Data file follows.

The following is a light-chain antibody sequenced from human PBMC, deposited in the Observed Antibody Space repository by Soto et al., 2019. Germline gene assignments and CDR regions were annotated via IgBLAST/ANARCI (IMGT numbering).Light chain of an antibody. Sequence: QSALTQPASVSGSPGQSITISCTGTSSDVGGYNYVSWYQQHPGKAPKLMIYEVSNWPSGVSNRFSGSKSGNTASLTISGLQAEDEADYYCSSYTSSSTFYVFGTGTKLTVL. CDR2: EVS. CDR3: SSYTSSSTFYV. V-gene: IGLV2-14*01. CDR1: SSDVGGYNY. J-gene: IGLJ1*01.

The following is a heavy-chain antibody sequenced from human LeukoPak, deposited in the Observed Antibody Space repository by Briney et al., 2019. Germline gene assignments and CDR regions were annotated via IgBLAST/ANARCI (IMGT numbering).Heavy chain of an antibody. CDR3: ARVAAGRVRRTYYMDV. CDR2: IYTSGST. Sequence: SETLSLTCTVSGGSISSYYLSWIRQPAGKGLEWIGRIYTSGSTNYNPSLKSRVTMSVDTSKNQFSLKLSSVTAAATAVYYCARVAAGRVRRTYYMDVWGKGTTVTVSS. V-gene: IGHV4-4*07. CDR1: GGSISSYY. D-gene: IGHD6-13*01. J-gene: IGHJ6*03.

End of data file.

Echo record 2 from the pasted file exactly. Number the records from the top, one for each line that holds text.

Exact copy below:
The following is a heavy-chain antibody sequenced from human LeukoPak, deposited in the Observed Antibody Space repository by Briney et al., 2019. Germline gene assignments and CDR regions were annotated via IgBLAST/ANARCI (IMGT numbering).Heavy chain of an antibody. CDR3: ARVAAGRVRRTYYMDV. CDR2: IYTSGST. Sequence: SETLSLTCTVSGGSISSYYLSWIRQPAGKGLEWIGRIYTSGSTNYNPSLKSRVTMSVDTSKNQFSLKLSSVTAAATAVYYCARVAAGRVRRTYYMDVWGKGTTVTVSS. V-gene: IGHV4-4*07. CDR1: GGSISSYY. D-gene: IGHD6-13*01. J-gene: IGHJ6*03.